80. See id. at 633 n. 14 (quoting ch. 153, § 1, SLA 1955).
81. AS 09.55.580.
82. Evans ex rel. Kutch v. State, 56 P.3d 1046, 1051 (Alaska 2002).
83. Wilkerson v. State, 993 P.2d 1018, 1022-23 (Alaska 1999).
84. Id. at 1023 (quoting State Dep'ts of Transp. & Labor v. Enserch Alaska Constr. Inc., 787 P.2d 624, 631-32 (Alaska 1989)).
89. 56 P.3d 1046, 1052-53 (Alaska 2002) (citing Reid v. Williams, 964 P.2d 453, 458 (Alaska 1998) and Gilmore v. Alaska Workers' Comp. Bd., 882 P.2d 922, 926-27 (Alaska 1994)).
90. C.J. v. State, Dep't of Corrs., 151 P.3d 373, 379 (Alaska 2006).
91. Reid v. Williams, 964 P.2d 453, 458 (Alaska 1998).
92. Evans, 56 P.3d at 1053 (citing Reid, 964 P.2d at 458 and Gilmore v. Alaska Workers' Comp. Bd., 882 P.2d 922, 926 (Alaska 1994)).
93. 151 P.3d at 380 (internal citations omitted).
94. Ch. 26, § 1(1), SLA 1997.
95. Ch. 26, § 1(3),(5), SLA 1997.
96. C.J. v. State, Dep't of Corrs., 151 P.3d 373, 381(Alaska 2006).
98. 882 P.2d 922 (Alaska 1994).
99. Id. at 923 (Alaska 1994).
100. Id. at 926-27.
101. Id. at 928.
102. The related issue of whether the statute actually requires separate damages caps for each beneficiary claimant is discussed in more detail below in part IV.G.3.
103. C.J. v. State, Dep't of Corrs., 151 P.3d 373, 382 (Alaska 2006).
104. Enders v. Parker, 66 P.3d 11, 13-14 (Alaska 2003) (internal citations omitted).
105. See Univ. of Alaska v. Shanti, 835 P.2d 1225, 1228 n. 5 (Alaska 1992) (noting that “[s]tatutes which establish rights that are in derogation of common law are to be construed in a manner that effects the least change possible in common law”).
106. See In re Estate of Maldonado, 117 P.3d 720, 724 (Alaska 2005).
107. 549 P.2d 1341 (Alaska 1976).
108. Id. at 1344 (Alaska 1976) (holding that article I, section 16, of the Alaska Constitution guarantees right to jury trial in action brought under the unlawful employment practices statute, AS 18.80.220).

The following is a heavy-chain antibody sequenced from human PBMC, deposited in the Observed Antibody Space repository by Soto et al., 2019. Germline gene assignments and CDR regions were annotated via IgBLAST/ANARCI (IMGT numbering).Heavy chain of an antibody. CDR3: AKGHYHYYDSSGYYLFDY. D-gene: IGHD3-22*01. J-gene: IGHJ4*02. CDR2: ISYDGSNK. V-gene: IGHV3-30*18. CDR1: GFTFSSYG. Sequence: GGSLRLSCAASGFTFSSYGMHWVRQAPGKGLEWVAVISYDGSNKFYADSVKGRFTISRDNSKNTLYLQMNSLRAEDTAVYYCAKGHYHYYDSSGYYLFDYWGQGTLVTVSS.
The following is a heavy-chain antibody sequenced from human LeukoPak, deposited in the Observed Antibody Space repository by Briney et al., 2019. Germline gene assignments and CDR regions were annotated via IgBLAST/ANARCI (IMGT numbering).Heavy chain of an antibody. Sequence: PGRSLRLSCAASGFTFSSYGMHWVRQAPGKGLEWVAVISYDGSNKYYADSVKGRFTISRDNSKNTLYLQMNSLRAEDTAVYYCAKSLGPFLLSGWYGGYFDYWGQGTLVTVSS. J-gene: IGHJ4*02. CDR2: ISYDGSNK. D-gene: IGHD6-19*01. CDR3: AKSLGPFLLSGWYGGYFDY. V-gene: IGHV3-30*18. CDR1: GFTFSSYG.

109. Id. (quoting Curtis v. Loether, 415 U.S. 189, 194-96, 94 S.Ct. 1005, 39 L.Ed.2d 260 (1974)).
110. See Truesdell v. Halliburton Co., 754 P.2d 236, 237 (Alaska 1988) (recognizing “a minor child's independent cause of action for loss of parental consortium”).
111. See In Re Estate of Pushruk, 562 P.2d 329, 330-31 (Alaska 1977) (noting that in wrongful death action, where decedent survived by statutory beneficiaries, personal representative is nominal party only, and that “the action is brought on behalf of the statutory beneficiary and damages are measured by the loss to the survivors”).
112. Evans ex rel. Kutch v. State, 56 P.3d 1046, 1053 (Alaska 2002) (citing to legislative goals for AS 09.17.010 given at ch. 26, § 1(1-5), SLA 1997).
113. See Chizmar v. Mackie, 896 P.2d 196, 212 n. 15 (Alaska 1995) (noting that loss of consortium is a derivative claim).
114. Minutes, Senate Rules Comm. Hearing on H.B. 58, No. 075, § 9 (April 15, 1997).
115. AS 09.17.010(b).
117. Minutes, Senate Rules Committee Hearing, supra note 110 at 46.
118. AS 09.17.010(c).
119. AS 09.17.010(b).
120. AS 09.17.010(c).
MATTHEWS, Justice, not participating.